Walters: You write, too, that John showed no sympathy for his cousins' wives, both of whom had been left or badly treated by their husbands. That he didn't feel that they were victims but rather they were women who hadn't played by the rules. The Kennedy rules?
Blow: I think that this is a part of the Kennedy side of John. He did instinctively side with men who had been accused of misbehavior in their relations with women. I think part of it was the feeling that these allegations always got more attention because they were directed at Kennedys.
Walters: Do you think that eventually he would have run for office?
Blow: Yes, and I think he would have been very good at it. He knew that the entire country expected him to get into politics at some point … I believe that. I saw the way that people responded to John. They wanted him to pick up where his father left off. And imagine that if you don't do that, if you don't get into politics when the whole world wants and expects you to, then will your whole life be considered a kind of anti-climax? John felt that pressure.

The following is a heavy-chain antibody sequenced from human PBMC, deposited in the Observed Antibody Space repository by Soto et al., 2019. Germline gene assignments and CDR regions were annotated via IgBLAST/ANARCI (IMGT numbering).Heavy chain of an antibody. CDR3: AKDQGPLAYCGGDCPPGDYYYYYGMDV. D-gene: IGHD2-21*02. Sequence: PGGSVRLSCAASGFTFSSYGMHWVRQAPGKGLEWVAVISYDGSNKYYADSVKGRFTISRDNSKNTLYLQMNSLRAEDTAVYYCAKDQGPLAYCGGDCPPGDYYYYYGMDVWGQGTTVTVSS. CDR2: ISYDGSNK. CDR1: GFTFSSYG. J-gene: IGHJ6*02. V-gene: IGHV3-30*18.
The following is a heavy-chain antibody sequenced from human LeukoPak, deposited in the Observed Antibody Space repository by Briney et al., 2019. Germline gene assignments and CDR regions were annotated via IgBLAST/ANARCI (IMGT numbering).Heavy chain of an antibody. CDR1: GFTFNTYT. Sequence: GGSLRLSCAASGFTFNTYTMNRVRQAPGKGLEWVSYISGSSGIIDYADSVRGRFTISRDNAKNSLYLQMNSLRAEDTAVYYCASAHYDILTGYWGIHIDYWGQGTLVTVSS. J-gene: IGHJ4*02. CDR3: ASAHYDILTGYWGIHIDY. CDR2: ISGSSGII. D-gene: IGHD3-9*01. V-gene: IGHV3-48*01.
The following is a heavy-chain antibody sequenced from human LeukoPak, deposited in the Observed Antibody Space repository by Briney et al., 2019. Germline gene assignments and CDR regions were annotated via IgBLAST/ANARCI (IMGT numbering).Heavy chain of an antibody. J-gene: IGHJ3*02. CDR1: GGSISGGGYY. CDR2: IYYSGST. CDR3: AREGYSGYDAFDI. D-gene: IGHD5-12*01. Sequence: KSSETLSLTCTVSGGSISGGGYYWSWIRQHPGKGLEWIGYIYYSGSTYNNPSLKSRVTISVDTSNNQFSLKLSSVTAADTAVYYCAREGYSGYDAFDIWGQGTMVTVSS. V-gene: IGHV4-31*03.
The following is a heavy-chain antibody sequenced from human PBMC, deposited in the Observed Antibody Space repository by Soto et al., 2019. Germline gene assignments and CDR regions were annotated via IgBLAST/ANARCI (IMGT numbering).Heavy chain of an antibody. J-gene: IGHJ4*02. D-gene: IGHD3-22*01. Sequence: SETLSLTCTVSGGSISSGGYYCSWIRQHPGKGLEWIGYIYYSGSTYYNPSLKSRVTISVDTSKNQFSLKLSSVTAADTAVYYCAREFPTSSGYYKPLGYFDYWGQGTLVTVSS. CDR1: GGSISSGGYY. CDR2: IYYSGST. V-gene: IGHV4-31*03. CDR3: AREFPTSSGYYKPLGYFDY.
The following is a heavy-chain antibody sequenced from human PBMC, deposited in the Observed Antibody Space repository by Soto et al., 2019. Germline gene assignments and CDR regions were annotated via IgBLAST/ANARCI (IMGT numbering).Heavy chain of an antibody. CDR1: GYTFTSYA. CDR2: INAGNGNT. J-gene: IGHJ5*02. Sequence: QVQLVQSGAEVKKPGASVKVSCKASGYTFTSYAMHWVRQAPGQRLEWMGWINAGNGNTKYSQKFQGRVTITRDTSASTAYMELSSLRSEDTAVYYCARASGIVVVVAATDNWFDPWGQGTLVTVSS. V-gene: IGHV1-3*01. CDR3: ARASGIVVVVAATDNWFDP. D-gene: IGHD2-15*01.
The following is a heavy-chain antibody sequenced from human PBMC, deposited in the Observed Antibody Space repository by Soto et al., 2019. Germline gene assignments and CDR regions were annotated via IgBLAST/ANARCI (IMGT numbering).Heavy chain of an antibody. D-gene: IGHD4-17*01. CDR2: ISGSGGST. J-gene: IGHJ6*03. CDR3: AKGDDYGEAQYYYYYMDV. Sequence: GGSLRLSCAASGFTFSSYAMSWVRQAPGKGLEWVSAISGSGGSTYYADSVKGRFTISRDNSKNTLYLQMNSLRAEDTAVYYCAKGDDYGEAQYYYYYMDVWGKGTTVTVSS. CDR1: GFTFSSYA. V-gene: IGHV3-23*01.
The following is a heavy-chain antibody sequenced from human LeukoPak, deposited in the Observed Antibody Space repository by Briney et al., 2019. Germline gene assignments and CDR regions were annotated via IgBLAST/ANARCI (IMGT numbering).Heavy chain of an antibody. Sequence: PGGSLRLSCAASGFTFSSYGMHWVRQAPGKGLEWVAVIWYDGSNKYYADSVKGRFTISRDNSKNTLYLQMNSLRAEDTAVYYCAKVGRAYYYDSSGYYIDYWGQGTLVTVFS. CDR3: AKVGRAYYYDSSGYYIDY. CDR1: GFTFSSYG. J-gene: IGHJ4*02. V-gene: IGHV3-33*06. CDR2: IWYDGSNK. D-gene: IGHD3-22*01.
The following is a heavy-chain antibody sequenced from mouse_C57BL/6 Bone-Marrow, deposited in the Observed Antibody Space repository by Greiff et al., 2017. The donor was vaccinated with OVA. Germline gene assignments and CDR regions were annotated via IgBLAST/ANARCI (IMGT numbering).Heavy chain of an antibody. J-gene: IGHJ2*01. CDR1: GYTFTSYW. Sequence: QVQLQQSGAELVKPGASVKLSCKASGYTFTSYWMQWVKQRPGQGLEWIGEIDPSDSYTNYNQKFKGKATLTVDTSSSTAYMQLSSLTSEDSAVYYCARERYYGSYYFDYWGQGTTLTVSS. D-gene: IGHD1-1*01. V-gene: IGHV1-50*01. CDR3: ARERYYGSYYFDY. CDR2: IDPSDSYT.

Walters: What do you admire most about him?
Blow: You know John could have lived a very different life than he did. He could have retired from public life entirely. He could have been hostile to the press. He could have been a rich, decadent playboy, but he wasn't. He was serious man who tried to extend that legacy of all that his father and mother had done for this country. And he didn't have to. And that was a choice that he made voluntarily. And it was a great gift. I think it was a great gift to this country.